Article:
• By Adam Graham Malster on 8 July 2008

    This biography of one of Rome's most misunderstood emperors is very short but at the same time very informative. At around only one hundred pages I can only say that my one disappointment was its brevity.The story of the emperor Gaius Julius Caesar Augustus Germanicus, better known as Caligula is familiar to many. We are told he was the emperor who went crazy with disastrous consequences not only for those close to him but also for the empire itself. His rule was so insane that he had to be assassinated by his own government. This story has been popularised and repeated many times perhaps most famously by the film starring Malcolm McDowell and also the I Claudius books by Robert Graves.The picture painted here of the young man who came to power at the age of twenty four and was murdered less than four years into his reign is quite different. Wilkinson weighs the different biases of the historical sources with the verifiable facts of his reign and comes to a completely different conclusion than insanity. His sketch of an intelligent emperor who strove to wield his awesome power with responsibility is a convincing one.Perhaps it is difficult to write at more length about someone who only ruled for such a short time, lived so very long ago and who has had his reputation twisted by so many writers since his death. Sam Wilkinson's book has encouraged me to find out more.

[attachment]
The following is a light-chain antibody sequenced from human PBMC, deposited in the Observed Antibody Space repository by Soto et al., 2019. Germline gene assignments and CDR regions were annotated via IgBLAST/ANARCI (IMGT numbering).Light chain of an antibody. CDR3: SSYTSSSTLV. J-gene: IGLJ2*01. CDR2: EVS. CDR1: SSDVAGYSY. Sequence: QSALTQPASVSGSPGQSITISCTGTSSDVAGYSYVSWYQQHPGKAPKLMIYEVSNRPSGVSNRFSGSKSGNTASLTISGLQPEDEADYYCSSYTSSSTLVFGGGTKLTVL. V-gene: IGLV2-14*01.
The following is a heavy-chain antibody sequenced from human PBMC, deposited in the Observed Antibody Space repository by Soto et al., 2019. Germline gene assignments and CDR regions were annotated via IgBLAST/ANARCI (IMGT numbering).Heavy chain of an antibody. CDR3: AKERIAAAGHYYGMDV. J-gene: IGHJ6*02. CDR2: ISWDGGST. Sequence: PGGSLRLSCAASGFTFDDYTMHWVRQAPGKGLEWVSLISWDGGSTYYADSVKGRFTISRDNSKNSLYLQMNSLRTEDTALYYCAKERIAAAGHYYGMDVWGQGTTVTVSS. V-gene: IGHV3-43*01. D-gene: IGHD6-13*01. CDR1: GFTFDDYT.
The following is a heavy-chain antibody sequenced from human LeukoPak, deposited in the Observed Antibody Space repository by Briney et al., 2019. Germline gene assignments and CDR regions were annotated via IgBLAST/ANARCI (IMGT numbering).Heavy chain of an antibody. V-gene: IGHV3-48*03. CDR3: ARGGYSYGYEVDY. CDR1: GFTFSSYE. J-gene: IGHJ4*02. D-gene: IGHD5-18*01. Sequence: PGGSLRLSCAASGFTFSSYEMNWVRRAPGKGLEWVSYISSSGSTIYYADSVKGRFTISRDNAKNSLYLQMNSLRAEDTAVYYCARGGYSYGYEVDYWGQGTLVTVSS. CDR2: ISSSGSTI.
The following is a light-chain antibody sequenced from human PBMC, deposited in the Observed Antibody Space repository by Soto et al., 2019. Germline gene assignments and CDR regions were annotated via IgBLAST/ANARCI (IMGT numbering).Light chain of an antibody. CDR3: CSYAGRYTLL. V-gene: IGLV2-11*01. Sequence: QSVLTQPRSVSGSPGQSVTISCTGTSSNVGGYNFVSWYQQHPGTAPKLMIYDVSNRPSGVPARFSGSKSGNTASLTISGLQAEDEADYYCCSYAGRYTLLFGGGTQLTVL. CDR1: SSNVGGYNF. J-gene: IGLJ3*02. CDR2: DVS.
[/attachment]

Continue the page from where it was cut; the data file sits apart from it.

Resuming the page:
• By Guest on 7 November 2005

    Finally a realistic portrayal of the emperor Caligula. He acted like his contemporaries and used the power he had, which was total. Forget the myth; here is an accurate account of the man. He was not mad; he knew exactly what he was doing. Wilkinson's opinion on the Jewish question is the most sensible I have come across. A concise and precise account.

  • By Mr Dust on 15 May 2014

    The author is trying to explain away Caligula's excesses and madness, but doesn't really succeed. Valiant attempts to rationalize the young emperor's exploits and erratic behaviour, blaming hostile sources, without taking into account the fact that the sources we have are hostile towards all the Julio-Claudians, but accusations of mental illness appear only in case of Caligula, and that his recorded actions give these claims solid merit. The historical sources, biased or not, are unanimous, and after all, the literary sources are all we have. Archeology or official documents/inscriptions can give no insight in his personality or mental state.A typical example of revisionist history, claiming to present "a new perspective", while just being contrary.